In the past week, the militants’ advance has also included Kurdish areas in northern Syria, along the Turkish border, leading to more than 130,000 people crossing into Turkey.
Before Tuesday’s attacks, the U.S. had conducted 190 airstrikes, in an effort to help Iraqi and Kurdish forces push fighters from vulnerable populations and government infrastructure.
The addition of Arab allies in the attacks was crucial for the credibility of the American-led campaign. Some U.S. allies in the Middle East are skeptical of how far Washington will commit to a conflict in which nearly every country in the region has a stake, set against the backdrop of Islam’s 1,300-year-old rift between Sunnis and Shiites.
With the backing of Jordan and the Gulf states, Washington has gained the support of Sunni states that are hostile to Assad. It has not, however, won the support of Assad himself or his main regional ally, Shiite Iran.
Traditional Western allies, including Britain which went to war alongside the United States in Iraq and Afghanistan, have so far declined to participate in the campaign. France has struck Islamic State in Iraq but not in Syria.
Australia Welcomes Strikes; Russia Criticizes
Australian Prime Minister Tony Abbott praised the effort, saying an international effort was needed to combat the Islamic State threat. Australia has promised to contribute 600 troops and eight warplanes.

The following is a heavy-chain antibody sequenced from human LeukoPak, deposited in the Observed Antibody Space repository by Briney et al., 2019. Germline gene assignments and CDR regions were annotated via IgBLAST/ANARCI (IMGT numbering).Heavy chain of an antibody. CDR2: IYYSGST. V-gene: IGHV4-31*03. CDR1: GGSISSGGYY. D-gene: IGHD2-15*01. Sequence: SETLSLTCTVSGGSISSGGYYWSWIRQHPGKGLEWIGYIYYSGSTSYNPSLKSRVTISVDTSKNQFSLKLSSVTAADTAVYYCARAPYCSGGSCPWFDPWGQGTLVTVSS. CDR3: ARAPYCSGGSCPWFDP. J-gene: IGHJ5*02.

“This is a global problem,” Abbott told parliament Tuesday. “These are people who have been radicalized and brutalized, and could become potential terrorists in their home countries.”
Australian law enforcement this week conducted sweeping counter-terrorism operations in 25 locations in Sydney and Brisbane, after officials warned of imminent threats from people returning from conflicts in the Middle East. Intelligence officials have estimated 60 Australian nationals are fighting alongside radical groups.
The sweeps resulted in two people being charged with serious offenses.
In Moscow, meanwhile, Russia said the attacks they should have been agreed upon with its ally Damascus and would fuel tension in the region.
“Any such action can be carried out only in accordance with international law,” the Russian Foreign Ministry said in a statement.
“That implies not a formal, one-sided ‘notification’ of airstrikes but the presence of explicit consent from the government of Syria or the approval of a corresponding U.N. Security Council decision,” the statement said.
VOA’s Phil Mercer in Australia and Carla Babb at the Pentagon contributed to this report. Material from Reuters was used in this report.